Vic
Add pictures here
<% if( /^image/.test(type) ){ %>
<% } %>
<%-name%>
Add image file
Upload
Vic Baron wrote: <snip>

My guess would be that you've found the problem. Because of the high sugar content in maple it doesn't take much to get burn marks.
--
Jack Novak
Buffalo, NY - USA
  Click to see the full signature.
Add pictures here
<% if( /^image/.test(type) ){ %>
<% } %>
<%-name%>
Add image file
Upload

look at

Boy, don't I know it. It's been pretty good with the WWII blade for a while but I think I used the splitter incorrectly.
BTW, completely off topic - I was born about 90miles SW of you in Erie PA. When I was a kid the lake was a beautiful thing. Then it got so much pollution that almost everything died. Have they been able to reclaim the lake at all or is it still a pile of filth?
Vic
Add pictures here
<% if( /^image/.test(type) ){ %>
<% } %>
<%-name%>
Add image file
Upload
Vic Baron wrote:

I'm down in the Erie, PA area on about a weekly basis. The lake is now pretty clean with the closing of the major polluting manufacturers. A friend of mine is a scuba diver. He says that on a calm day the visibility is now (IIRC) about 50'- 70'. Perch and yellow pike are coming back.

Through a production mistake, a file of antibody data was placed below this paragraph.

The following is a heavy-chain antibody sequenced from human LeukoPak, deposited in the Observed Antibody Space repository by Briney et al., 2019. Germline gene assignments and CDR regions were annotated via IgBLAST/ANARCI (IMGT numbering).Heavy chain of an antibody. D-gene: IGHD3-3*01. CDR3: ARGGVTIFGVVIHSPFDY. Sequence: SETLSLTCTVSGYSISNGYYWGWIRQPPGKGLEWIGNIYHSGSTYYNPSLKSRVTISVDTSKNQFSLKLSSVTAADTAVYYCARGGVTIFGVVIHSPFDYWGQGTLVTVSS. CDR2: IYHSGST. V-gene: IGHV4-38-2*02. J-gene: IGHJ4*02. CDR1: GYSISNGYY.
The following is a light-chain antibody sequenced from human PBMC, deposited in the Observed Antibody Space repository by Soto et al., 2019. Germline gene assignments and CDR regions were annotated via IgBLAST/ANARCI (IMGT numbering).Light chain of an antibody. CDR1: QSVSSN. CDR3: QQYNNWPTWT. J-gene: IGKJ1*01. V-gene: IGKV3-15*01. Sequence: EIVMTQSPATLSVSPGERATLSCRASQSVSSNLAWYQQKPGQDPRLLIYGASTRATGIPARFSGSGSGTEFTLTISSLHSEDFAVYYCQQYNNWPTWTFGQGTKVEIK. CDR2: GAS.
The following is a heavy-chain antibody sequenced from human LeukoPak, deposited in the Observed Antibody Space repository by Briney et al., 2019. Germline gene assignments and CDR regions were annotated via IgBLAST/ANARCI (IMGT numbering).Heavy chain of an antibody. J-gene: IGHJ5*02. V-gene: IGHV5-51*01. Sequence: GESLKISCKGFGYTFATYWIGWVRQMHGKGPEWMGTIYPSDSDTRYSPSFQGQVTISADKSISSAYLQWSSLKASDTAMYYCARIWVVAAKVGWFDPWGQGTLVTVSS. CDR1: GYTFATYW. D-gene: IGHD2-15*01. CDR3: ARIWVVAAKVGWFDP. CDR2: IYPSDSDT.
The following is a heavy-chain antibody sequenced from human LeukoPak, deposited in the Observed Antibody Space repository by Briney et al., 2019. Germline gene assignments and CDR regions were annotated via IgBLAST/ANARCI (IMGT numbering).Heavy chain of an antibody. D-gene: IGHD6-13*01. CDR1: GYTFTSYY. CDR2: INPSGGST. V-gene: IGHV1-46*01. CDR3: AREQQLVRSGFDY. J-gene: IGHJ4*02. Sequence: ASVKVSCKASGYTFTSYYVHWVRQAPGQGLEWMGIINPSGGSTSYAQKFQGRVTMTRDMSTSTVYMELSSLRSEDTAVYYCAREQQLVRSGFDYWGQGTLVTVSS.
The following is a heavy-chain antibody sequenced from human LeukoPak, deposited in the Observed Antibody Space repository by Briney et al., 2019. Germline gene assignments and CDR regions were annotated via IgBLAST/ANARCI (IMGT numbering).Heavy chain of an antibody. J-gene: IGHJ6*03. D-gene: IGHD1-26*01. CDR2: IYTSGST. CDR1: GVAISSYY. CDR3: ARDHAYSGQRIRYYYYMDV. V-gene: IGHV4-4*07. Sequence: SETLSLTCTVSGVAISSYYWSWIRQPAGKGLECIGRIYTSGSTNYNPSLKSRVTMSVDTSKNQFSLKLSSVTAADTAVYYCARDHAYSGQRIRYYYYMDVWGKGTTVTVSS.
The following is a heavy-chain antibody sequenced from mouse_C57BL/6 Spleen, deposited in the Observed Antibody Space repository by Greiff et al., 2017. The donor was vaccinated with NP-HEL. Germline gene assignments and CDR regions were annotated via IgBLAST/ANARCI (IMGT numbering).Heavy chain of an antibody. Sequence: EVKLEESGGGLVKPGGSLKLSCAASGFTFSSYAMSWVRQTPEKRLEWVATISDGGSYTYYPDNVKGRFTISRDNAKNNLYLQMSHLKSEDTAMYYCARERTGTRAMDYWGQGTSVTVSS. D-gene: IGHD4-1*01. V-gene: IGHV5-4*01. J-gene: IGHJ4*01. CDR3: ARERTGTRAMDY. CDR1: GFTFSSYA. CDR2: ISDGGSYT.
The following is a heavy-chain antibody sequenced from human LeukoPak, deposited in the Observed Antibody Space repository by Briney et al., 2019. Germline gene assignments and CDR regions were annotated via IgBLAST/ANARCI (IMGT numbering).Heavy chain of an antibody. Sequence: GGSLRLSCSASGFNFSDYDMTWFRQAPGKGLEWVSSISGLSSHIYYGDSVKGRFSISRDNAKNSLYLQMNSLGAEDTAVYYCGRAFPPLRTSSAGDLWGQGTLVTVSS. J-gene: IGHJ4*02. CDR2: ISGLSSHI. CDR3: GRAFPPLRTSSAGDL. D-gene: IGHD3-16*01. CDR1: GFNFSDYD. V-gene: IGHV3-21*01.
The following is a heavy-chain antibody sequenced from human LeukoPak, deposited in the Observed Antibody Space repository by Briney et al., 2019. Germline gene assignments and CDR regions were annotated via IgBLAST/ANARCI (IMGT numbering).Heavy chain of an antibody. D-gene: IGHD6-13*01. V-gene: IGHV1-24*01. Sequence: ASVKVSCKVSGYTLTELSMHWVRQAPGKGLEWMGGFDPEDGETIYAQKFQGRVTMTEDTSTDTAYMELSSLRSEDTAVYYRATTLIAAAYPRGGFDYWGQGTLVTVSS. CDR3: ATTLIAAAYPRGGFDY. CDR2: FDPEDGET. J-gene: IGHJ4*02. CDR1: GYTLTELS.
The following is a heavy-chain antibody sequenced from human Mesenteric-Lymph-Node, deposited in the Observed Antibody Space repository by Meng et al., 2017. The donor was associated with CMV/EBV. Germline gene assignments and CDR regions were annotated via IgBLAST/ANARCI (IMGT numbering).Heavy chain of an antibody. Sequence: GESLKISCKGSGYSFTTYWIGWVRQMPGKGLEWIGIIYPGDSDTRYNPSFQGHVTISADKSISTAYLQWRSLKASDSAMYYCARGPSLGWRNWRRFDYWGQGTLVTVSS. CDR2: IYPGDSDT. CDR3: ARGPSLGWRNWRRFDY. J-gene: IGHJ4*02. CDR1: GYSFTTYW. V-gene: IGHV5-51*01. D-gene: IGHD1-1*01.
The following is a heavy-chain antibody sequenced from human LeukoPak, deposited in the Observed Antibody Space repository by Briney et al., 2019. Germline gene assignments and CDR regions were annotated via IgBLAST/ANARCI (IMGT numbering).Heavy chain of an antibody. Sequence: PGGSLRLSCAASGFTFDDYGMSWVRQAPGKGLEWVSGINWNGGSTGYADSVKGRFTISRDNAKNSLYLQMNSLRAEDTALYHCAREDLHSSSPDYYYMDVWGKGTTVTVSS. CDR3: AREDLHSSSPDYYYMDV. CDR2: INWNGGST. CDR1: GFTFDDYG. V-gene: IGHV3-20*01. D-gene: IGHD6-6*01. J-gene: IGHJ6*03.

--
Jack Novak
Buffalo, NY - USA
  Click to see the full signature.
Add pictures here
<% if( /^image/.test(type) ){ %>
<% } %>
<%-name%>
Add image file
Upload

Wow! That's good news. As a kid ( I'm pushing 69 now) we used to take an outboard skiff out on the lake for perch and then cook 'em right on the shore. Also remember how quickly a storm could come up and catch you if you weren't careful.
Thanx for the update Jack - there's hope for the world yet!
Vic
Add pictures here
<% if( /^image/.test(type) ){ %>
<% } %>
<%-name%>
Add image file
Upload

you